7.2 - Expectations and the Law of Large Numbers

Example 7.4 Section

The most recent Life Tables for the U.S. Population indicates that the probability that a 63 year old man survives to his 64th birthday is 0.9861. An insurance company sells a \$100,000 one-year life insurance policy to 63 year old men for \$1600. How much money do they make on average per policy sold?

A 63 year old man will die during that year with a probability of 1 - 0.9861 = 0.0139. Thus, for every 10,000 policies sold, you would expect them to collect \$1600 from all 10,000 men (totaling \$16,000,000) and pay out \$100,000 to 139 of them (totaling \$13,900,000). That is an average profit of (\$16,000,000 - \$13,900,000) / 10,000 = \$210.

This is an illustration of the Expected Value, which is the long run average value of a measurement. Here the measurement is the profit made by the insurance company for a random male 63 year old customer. To compute the expected value, you sum over the possible values times the probability of getting that value.

Example 7.5 Section

Among passenger cars traveling on the Pennsylvania Turnpike on Thanksgiving weekend: 50% have only the driver; 30% have 2 people in the car; 10% have three people and 5% have 4 people, and 5% have 5 people. You stop along the turnpike. What is the expected number of people in the next car you see pass you?

To sum the values times the probabilities we get 1(0.5) + 2(0.3) + 3(0.1) + 4(0.05) + 5(0.05) = 1.85 people is the expected value.

The expected value denotes a long run average when the basic chance process is repeated over and over. The Law of Large Numbers indicates how this behavior works.

The Law of Large Numbers: Section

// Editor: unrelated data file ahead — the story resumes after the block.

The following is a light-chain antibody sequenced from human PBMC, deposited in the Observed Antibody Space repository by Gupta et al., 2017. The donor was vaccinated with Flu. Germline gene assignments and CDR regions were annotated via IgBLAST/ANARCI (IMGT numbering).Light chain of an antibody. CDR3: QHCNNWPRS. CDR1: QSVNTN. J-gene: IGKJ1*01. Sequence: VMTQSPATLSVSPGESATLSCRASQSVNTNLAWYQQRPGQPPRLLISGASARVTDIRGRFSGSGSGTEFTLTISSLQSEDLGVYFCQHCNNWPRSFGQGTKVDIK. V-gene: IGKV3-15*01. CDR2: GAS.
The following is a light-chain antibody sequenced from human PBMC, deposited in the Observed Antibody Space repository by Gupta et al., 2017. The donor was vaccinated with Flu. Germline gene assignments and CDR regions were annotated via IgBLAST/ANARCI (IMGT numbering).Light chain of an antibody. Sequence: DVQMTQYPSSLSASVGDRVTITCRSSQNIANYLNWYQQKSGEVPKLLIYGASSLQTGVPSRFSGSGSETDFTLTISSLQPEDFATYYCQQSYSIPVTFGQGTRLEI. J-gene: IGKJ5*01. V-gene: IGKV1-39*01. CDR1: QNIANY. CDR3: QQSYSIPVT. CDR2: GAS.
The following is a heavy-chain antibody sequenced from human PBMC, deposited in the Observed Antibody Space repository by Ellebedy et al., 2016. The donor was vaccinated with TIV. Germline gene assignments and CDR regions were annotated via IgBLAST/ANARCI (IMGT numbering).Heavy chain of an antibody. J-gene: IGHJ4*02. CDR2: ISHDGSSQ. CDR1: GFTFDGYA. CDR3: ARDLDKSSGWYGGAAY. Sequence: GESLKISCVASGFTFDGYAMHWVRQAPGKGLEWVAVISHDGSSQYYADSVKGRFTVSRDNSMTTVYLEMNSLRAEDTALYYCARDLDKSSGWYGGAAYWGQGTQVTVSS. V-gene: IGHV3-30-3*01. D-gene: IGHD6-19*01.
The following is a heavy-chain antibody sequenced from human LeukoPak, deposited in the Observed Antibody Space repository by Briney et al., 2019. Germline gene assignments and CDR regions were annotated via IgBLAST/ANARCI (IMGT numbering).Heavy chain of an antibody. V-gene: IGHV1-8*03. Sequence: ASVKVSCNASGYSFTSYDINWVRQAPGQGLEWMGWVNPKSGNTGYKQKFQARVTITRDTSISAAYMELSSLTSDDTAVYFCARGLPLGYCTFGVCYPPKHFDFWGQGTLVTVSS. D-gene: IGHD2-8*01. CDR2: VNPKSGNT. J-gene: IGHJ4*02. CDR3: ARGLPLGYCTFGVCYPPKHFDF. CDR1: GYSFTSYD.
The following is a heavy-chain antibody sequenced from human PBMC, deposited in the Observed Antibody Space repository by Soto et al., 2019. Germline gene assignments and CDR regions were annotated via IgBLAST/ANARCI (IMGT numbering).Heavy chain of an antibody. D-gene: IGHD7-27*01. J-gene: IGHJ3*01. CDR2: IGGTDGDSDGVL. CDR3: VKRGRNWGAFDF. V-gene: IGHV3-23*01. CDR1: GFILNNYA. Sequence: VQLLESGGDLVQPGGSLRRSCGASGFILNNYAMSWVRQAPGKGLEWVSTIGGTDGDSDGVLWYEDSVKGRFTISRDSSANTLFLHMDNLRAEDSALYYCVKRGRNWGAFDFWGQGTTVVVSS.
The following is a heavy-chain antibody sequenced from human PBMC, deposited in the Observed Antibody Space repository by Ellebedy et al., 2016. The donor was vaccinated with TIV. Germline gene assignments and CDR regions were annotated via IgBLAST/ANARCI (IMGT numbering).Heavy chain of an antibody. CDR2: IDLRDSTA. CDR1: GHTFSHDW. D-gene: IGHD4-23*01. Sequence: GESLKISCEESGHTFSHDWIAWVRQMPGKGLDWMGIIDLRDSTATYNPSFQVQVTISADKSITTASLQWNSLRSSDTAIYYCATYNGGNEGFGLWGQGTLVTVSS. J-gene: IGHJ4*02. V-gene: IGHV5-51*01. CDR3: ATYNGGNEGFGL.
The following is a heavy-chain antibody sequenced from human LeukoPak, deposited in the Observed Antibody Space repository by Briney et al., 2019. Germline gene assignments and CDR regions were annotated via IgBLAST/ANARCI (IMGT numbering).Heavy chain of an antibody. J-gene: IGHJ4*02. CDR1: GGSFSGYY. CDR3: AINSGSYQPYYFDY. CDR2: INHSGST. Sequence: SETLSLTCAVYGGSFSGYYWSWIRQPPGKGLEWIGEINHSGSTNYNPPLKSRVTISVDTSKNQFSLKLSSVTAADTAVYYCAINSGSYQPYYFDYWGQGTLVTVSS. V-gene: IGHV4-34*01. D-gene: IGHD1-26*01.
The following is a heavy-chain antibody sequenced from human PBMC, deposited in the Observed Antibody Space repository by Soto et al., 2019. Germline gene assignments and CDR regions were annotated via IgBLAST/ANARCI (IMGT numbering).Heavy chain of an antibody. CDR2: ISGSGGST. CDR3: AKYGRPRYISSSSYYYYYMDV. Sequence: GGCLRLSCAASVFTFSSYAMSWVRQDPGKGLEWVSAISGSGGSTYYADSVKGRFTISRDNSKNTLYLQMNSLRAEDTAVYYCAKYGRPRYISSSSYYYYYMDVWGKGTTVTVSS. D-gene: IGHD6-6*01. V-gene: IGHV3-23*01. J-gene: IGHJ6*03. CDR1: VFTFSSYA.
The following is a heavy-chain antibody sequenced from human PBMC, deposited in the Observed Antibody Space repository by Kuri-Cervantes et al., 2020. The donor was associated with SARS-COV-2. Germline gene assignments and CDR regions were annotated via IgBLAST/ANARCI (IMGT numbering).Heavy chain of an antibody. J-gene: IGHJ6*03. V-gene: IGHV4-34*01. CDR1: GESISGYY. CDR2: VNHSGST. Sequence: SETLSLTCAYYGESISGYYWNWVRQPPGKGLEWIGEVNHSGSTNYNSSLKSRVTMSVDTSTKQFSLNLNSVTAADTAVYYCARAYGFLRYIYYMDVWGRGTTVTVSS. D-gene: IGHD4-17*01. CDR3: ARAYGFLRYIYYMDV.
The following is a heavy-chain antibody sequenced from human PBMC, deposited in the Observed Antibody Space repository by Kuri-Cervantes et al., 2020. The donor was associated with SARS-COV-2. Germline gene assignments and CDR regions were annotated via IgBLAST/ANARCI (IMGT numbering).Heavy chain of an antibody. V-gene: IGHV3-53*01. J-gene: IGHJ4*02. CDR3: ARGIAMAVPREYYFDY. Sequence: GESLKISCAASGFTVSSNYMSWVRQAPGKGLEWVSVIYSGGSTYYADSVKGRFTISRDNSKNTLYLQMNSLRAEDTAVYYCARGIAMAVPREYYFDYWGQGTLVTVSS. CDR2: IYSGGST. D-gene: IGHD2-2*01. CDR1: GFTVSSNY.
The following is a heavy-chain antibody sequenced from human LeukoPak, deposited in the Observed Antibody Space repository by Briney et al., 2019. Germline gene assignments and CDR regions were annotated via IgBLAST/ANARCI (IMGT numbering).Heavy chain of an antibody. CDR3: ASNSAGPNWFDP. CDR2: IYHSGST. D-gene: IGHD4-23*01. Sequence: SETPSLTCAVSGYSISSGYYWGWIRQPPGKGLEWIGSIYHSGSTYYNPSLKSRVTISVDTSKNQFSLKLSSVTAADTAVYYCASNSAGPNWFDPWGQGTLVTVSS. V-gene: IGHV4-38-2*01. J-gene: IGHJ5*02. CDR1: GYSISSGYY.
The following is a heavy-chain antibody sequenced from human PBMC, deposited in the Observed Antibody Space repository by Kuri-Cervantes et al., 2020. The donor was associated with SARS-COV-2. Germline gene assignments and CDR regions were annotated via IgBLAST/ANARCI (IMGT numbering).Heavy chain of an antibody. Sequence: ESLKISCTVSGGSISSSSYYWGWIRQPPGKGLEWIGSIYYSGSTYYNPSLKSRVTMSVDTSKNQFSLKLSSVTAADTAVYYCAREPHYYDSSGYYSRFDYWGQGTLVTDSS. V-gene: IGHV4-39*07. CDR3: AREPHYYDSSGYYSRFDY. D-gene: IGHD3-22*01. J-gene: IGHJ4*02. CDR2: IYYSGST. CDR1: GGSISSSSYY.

Averages or proportions are likely to be more stable when there are more trials while sums or counts are likely to be more variable. This does not happen by compensation for a bad run of luck since independent trials have no memory.

Example 7.6 Section

EZ Pass Sign

Among passenger cars traveling on the Pennsylvania Turnpike, 30% use Fast-Pass.

 Which is more likely?

  1. That between 25% and 35% of the next 100 cars pay with a Fast-pass, or
  2. That between 25% and 35% of the next 800 cars pay with a Fast-pass

b. The Law of Large Numbers says you are more likely to be within 5% of what you expect for the larger number of trials.

 Which is more likely?

  1. That more than 35% of the next 100 cars pay with a Fast-pass, or
  2. That more than 35% of the next 800 cars pay with a Fast-pass

a. The Law of Large Numbers says you are more likely to be more than 5% away from what you expect for the smaller number of trials.

 Suppose that I see 10 cars in a row with a “Fast-pass” going through the toll area.

True or False: the Law of Averages says that we are now more likely to see cars without the Fast-pass in the next group of 10 cars.

False (the cars are independent so the chance process is still the same). The Law of Large Numbers does not work by compensation.

Example 7.7 Section

Heart with an Arrow through it

Couples eating at a restaurant on Valentine’s Day spend an average of $50.

Which is more likely?

  1. The average amount spent by the next 10 couples is between \$40 and \$60, or
  2. The average amount spent by the next 40 couples is between \$40 and \$60

b. The Law of Large Numbers says you are more likely to be close to what you expect (here within \$10) for the larger number of trials